«

»

The Vanishing of Ethan Carter review for Nintendo Switch, PS4, Xbox One


Platform: Nintendo Switch
Also on: PC, PS4, Xbox One
Publisher: The Astronauts
Developer: The Astronauts
Medium: Digital
Players: 1
Online: No
ESRB: M

Mentally, I’ve always slotted The Vanishing of Ethan Carter alongside games like Firewatch, Gone Home, and What Remains of Edith Finch — which is to say, “walking simulators that show the very best of what the genre has to offer. Looking back at when I first played it, it was around the same time as Everybody’s Gone to the Rapture, and just a few months before any of those other games. It naturally just kind of became part of that pantheon of genre highlights in my head, I guess.

Here’s the thing, though: whereas those games have stood up to repeated playings — in the case of Edith Finch, to spectacular effect — now that I’m playing Ethan Carter again, if I’m being totally honest, I don’t totally get why I held it in such high esteem.

Sure, it still does a good job of creating a creepy atmosphere. It may not look quite as sharp on the Switch as it does on other systems, but it by no means looks bad, and, besides that, this game isn’t meant to be a graphical powerhouse. It’s meant to be a mystery, and I found that the abandoned houses and big empty spaces that make up the game are every bit as mysterious as they were the first time around.

The major difference that I noticed this time, however, is that the game does a lousy job of living up to its stated goal of being a narrative experience. Like, it says that right in the opening sequence that that’s what the game is meant to be. And yet, unlike those other games I mentioned above that do a good-to-great job of telling a story, The Vanishing of Ethan Carter comes across more as a vague, disjointed idea than a solid narrative that needs to be experienced. Where those other games kept things tight by, at the very least, pushing you in a certain direction, Ethan Carter gives you those aforementioned big empty spaces and basically expects you to stumble across everything it needs you to.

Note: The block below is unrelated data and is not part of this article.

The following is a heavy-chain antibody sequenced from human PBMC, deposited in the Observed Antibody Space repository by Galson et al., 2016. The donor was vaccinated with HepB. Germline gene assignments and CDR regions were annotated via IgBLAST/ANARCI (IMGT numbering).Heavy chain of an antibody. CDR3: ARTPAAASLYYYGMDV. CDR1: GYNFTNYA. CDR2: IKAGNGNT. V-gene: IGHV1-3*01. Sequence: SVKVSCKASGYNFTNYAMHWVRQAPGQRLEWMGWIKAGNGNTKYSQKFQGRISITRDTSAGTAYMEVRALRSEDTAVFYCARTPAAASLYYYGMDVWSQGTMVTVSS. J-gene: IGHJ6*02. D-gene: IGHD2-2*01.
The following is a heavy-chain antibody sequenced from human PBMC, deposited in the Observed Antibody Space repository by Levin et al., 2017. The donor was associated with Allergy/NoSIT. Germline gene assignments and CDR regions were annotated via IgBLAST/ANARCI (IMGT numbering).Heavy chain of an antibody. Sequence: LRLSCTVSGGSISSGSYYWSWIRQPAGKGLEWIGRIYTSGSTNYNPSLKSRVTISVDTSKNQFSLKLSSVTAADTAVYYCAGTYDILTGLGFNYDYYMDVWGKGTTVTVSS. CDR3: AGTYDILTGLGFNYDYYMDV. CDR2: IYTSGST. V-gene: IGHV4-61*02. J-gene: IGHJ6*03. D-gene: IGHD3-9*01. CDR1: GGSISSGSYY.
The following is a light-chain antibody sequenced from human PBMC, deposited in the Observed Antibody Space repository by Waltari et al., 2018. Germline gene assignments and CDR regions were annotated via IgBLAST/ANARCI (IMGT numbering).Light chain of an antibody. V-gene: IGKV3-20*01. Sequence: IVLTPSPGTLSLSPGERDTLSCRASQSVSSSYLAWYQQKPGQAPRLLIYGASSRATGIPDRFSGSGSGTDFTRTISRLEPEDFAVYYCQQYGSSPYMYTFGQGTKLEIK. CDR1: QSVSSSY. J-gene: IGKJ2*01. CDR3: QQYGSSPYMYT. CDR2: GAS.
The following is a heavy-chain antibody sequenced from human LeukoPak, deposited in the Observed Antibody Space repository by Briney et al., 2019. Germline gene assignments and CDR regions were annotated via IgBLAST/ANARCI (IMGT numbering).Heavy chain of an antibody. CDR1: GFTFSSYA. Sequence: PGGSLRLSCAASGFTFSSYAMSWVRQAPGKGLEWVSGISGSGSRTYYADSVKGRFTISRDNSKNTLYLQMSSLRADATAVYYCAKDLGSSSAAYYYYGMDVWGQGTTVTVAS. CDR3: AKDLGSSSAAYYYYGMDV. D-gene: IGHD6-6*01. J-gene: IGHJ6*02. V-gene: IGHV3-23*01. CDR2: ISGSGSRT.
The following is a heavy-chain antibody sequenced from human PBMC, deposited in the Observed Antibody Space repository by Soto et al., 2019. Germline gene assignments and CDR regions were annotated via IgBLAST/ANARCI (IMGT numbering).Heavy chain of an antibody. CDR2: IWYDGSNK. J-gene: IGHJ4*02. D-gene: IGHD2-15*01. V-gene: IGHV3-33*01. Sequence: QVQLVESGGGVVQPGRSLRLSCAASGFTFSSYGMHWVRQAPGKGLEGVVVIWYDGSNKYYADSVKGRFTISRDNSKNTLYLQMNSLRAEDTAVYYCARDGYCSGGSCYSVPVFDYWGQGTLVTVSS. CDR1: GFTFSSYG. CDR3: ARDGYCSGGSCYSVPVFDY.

To be fair, that’s not the worst way of telling a story. Found art — in whatever genre you want — can make for a pretty compelling tale. In this case, thought, it feels like you’re just wandering around, looking for dead bodies and puzzles to solve. There’s no sense of urgency, no feeling that you’re pushing the story forward in any way. In fact, it’s entirely possible that you can miss huge chunks of the story entirely, unless you’re in the mood to painstakingly cover every bit of ground, trying to find all kinds of little clues.

Obviously, looking back at that first time I reviewed this game, I was in that mood the first time I played The Vanishing of Ethan Carter. This time, however, I’m not. Maybe I’m just not in the right mood to appreciate a good, slow-burning mystery, maybe I’m just more protective of my time as I’ve gotten older, but I feel like there are better ways to spend your free gaming time than wandering slowly around a vaguely menacing environment in the hopes that you’ll stumble across something kind of compelling. More power to you if you’re someone who wants that experience — but if you are, I’ve got to say that there are other, significantly better games that offer the same thing, but in a much more interesting form.

The Astronauts provided us with a The Vanishing of Ethan Carter Switch code for review purposes.

Grade: B-